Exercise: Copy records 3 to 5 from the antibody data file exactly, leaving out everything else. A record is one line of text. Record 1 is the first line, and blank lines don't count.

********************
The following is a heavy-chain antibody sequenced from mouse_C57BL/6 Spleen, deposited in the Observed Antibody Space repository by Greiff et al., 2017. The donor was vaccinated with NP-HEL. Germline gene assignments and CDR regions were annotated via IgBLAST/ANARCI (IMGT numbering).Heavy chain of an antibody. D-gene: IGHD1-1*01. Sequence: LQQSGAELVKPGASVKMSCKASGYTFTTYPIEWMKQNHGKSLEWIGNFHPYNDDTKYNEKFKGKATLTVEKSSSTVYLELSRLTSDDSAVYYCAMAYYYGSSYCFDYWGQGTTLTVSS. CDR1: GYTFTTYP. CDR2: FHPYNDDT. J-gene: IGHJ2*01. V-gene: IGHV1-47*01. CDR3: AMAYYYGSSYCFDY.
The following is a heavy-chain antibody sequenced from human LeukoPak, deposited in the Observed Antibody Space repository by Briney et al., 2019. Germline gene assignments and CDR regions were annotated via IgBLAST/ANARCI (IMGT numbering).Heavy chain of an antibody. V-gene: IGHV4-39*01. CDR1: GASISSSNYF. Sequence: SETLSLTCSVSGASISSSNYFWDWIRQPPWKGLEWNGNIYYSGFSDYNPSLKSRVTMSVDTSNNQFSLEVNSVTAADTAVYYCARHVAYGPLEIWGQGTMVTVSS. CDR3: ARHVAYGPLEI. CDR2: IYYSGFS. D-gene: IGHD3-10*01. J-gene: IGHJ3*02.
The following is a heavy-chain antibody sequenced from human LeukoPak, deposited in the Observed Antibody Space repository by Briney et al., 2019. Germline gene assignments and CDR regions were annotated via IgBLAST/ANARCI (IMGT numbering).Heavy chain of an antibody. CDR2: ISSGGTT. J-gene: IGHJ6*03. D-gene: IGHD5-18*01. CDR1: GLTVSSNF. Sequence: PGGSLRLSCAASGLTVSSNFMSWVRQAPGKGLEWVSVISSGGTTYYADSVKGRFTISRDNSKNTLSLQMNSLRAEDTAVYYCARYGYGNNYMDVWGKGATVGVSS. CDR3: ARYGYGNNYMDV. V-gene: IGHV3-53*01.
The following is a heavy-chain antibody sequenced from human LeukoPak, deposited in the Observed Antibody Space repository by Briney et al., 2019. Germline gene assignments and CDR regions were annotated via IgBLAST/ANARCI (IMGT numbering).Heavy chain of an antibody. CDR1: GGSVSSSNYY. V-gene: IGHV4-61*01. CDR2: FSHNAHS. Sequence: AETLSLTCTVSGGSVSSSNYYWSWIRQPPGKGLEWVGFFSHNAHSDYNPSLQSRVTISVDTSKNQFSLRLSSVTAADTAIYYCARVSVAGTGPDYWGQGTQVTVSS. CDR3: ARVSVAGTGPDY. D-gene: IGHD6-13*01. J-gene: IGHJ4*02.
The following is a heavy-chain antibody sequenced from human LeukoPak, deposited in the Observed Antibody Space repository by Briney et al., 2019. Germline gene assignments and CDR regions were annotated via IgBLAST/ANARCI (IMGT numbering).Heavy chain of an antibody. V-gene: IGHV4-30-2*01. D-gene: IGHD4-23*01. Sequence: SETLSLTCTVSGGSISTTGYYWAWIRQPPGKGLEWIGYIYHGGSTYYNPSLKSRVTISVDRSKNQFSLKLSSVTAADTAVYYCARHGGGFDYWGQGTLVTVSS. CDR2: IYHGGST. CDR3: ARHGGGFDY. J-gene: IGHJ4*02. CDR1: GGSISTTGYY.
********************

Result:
The following is a heavy-chain antibody sequenced from human LeukoPak, deposited in the Observed Antibody Space repository by Briney et al., 2019. Germline gene assignments and CDR regions were annotated via IgBLAST/ANARCI (IMGT numbering).Heavy chain of an antibody. CDR2: ISSGGTT. J-gene: IGHJ6*03. D-gene: IGHD5-18*01. CDR1: GLTVSSNF. Sequence: PGGSLRLSCAASGLTVSSNFMSWVRQAPGKGLEWVSVISSGGTTYYADSVKGRFTISRDNSKNTLSLQMNSLRAEDTAVYYCARYGYGNNYMDVWGKGATVGVSS. CDR3: ARYGYGNNYMDV. V-gene: IGHV3-53*01.
The following is a heavy-chain antibody sequenced from human LeukoPak, deposited in the Observed Antibody Space repository by Briney et al., 2019. Germline gene assignments and CDR regions were annotated via IgBLAST/ANARCI (IMGT numbering).Heavy chain of an antibody. CDR1: GGSVSSSNYY. V-gene: IGHV4-61*01. CDR2: FSHNAHS. Sequence: AETLSLTCTVSGGSVSSSNYYWSWIRQPPGKGLEWVGFFSHNAHSDYNPSLQSRVTISVDTSKNQFSLRLSSVTAADTAIYYCARVSVAGTGPDYWGQGTQVTVSS. CDR3: ARVSVAGTGPDY. D-gene: IGHD6-13*01. J-gene: IGHJ4*02.
The following is a heavy-chain antibody sequenced from human LeukoPak, deposited in the Observed Antibody Space repository by Briney et al., 2019. Germline gene assignments and CDR regions were annotated via IgBLAST/ANARCI (IMGT numbering).Heavy chain of an antibody. V-gene: IGHV4-30-2*01. D-gene: IGHD4-23*01. Sequence: SETLSLTCTVSGGSISTTGYYWAWIRQPPGKGLEWIGYIYHGGSTYYNPSLKSRVTISVDRSKNQFSLKLSSVTAADTAVYYCARHGGGFDYWGQGTLVTVSS. CDR2: IYHGGST. CDR3: ARHGGGFDY. J-gene: IGHJ4*02. CDR1: GGSISTTGYY.